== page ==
What makes a customer come to your store? Is it the excellence of your product that drives traffic, or the attractiveness of your pricing scheme? Do you differentiate? Do you compete?
It is important to know how to respond to these questions because the answers might just pinpoint your business’s greatest strength or weakness. Regardless of whether your store is under the traditional brick-and-mortar setting or the more recent e-commerce platform, you need to know what works for you best — product differentiation or price competition?
Let’s review the concepts first. Product differentiation is about identifying the unique aspects of a product in order to make it more attractive to a given market niche. It’s a way of making the customers distinguish the product from its competitors — they need to see it as the better one or the one that yields the best value.
On the other hand, price competition makes use of pricing as the main tool in conquering the competitive market landscape. The main purpose of price competition is to slice out a bigger portion of the market share by attracting price-sensitive customers. It is important to note, however, that market share optimization is usually done at the expense of cost advantage.
Both strategies are effective in their own ways. But which one is best for your business?
It is important to invest on product differentiation, but unless people can guarantee that you have something to offer, you’re just another small store queued up for bankruptcy.
If your current standing in the market is very high and you’re holding most of the market share, then it’s safe for you to participate less in the price war and focus your attention on the differentiation game instead. The same thing works if you have a really unique product and you almost have no direct competition — you can set a price higher than cost. The nature of your business and your position in the market allow you to compete on factors other than price. As long as you have a distinctive factor that sells to the public, your price doesn’t matter.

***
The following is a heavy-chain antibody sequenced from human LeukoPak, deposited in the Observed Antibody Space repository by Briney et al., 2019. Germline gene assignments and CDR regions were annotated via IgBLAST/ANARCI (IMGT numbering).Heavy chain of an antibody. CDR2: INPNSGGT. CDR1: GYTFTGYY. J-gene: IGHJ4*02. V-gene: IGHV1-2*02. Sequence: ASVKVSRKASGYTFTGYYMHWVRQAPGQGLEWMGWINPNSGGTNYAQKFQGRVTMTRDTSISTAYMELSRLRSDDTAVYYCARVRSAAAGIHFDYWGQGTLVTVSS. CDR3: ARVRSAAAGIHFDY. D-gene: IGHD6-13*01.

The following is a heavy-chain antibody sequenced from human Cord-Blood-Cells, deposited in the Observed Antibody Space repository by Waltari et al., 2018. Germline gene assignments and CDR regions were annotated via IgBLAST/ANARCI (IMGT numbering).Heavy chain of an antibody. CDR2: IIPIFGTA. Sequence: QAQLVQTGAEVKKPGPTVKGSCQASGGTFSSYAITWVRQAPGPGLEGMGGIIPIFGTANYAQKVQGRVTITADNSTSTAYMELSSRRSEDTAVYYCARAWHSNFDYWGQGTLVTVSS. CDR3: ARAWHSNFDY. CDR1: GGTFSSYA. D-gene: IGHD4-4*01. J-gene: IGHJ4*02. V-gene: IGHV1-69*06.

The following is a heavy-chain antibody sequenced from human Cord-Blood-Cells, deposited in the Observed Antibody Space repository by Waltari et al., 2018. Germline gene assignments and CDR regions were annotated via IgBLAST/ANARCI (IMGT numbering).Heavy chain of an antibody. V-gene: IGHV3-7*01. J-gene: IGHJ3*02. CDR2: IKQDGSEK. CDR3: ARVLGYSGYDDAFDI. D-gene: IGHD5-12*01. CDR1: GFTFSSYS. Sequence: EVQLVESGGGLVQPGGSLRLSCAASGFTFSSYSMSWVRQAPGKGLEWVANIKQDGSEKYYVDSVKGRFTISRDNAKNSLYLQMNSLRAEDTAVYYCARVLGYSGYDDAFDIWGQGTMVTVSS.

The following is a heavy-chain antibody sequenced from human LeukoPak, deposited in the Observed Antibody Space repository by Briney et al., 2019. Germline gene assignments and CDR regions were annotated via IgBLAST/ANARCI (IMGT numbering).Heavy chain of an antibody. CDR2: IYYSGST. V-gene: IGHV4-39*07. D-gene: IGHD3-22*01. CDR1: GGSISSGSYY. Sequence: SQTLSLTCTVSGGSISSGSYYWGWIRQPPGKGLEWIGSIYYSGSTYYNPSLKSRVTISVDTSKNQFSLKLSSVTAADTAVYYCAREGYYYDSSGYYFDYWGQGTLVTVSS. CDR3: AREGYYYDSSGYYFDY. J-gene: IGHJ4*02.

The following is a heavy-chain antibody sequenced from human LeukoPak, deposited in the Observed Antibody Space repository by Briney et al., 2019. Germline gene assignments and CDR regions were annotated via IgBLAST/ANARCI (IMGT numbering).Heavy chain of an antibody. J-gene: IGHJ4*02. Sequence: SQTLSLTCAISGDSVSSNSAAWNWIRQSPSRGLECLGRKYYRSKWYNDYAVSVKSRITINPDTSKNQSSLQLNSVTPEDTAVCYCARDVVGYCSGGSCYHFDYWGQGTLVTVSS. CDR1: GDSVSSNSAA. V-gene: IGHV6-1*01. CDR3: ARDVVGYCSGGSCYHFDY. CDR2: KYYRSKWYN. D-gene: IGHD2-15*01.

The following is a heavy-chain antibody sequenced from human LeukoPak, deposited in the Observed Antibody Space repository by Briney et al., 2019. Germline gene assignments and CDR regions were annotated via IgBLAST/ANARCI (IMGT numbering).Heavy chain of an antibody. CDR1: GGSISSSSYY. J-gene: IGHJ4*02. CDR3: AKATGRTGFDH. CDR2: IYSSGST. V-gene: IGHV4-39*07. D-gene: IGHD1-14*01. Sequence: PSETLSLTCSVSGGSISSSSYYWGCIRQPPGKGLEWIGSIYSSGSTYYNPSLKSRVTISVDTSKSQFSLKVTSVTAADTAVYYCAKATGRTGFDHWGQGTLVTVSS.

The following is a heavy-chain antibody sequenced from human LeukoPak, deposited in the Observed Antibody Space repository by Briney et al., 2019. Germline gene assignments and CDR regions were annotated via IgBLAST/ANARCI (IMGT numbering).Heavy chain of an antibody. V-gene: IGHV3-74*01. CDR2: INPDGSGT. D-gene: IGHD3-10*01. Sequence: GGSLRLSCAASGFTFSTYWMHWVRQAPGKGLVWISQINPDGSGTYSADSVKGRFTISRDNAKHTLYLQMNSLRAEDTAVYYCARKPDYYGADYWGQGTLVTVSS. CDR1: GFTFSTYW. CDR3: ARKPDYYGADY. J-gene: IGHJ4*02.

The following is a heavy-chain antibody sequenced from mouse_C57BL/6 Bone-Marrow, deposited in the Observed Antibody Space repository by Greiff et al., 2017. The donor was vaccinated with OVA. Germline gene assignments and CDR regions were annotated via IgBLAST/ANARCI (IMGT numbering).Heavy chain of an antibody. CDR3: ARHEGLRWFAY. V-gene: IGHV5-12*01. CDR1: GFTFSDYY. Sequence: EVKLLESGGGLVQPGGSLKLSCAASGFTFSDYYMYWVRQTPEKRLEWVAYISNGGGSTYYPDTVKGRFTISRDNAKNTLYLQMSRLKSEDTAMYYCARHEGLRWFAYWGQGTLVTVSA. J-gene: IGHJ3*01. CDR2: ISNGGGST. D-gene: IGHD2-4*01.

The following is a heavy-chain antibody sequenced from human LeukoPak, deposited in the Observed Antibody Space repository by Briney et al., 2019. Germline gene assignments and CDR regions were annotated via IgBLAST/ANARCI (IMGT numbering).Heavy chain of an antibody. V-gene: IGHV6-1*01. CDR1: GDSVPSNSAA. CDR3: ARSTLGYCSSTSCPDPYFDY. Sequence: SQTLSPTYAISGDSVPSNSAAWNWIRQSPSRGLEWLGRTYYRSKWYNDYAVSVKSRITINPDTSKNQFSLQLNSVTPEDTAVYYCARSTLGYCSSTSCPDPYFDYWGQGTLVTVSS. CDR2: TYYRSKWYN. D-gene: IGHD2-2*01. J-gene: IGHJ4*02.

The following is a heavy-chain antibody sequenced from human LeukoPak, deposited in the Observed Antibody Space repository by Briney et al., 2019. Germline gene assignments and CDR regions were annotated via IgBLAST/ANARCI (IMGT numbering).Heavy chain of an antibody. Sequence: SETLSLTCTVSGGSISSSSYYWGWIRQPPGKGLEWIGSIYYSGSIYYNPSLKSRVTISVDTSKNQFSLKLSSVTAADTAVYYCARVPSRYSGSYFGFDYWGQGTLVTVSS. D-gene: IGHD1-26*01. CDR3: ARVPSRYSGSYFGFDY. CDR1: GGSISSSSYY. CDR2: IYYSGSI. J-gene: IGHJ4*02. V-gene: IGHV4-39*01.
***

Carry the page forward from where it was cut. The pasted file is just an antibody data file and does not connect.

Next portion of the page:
Co-CEO of Whole Foods Market, John Mackey, asserted his company’s high market position by refusing to stoop down to the lower levels where price competition is adamant. He said, “We don’t want to have a race to the bottom to compromise our quality to make us more price-competitive. Whole Foods is already well-established so it is not necessary for them to attract more customers by lowering their prices.” Mackey is confident that people will come to Whole Foods for its name and its tested product quality.
Product differentiation positions a product in such a way that customers will see that it is different from the rest.
In contrast, if you’re just starting out and are yet to gain a steady audience, then it’s probably best if you engage in some price competition first. Of course, it is also as important to invest on product differentiation, but unless people can guarantee that you have something to offer, you’re just another small store queued up for bankruptcy.
But why do you need to compete based on price first before you differentiate? This is because you need to attract a good number of potential customers if you want to grow. But how do you keep these people interested enough to stay? Lower your prices and be the big names cheaper alternative. People are sure to recognize you as a new choice if you have a product that is just as good as, if not slightly better than, the current products in the market. In this highly competitive landscape, you need to prove yourself first before you can command a higher price.
Indeed, if your business is just starting to make a name, it is imperative that you know about how to use pricing to your advantage. Monitor the fluctuations regularly and analyze your competitors to see if your price scheme is reasonable enough to compete with theirs.
However, there is just one drawback that you might face if you first introduce your business to the lower part of the pyramid. When you’re ready to scale up, you may find that your customers may not like the change. They’ve known you for being less expensive, so they expect you to remain like that indefinitely. You may find it difficult to raise not only your price but your store image as well.
At the end of the day, it all boils down to what you think is best for your business. If you think your business is ready to differentiate, go for it. If you think you can handle competing based on price, there’s no problem with that either! Whats important is that you know your position so you can act wisely and favorably.
Good luck on your venture! (PA)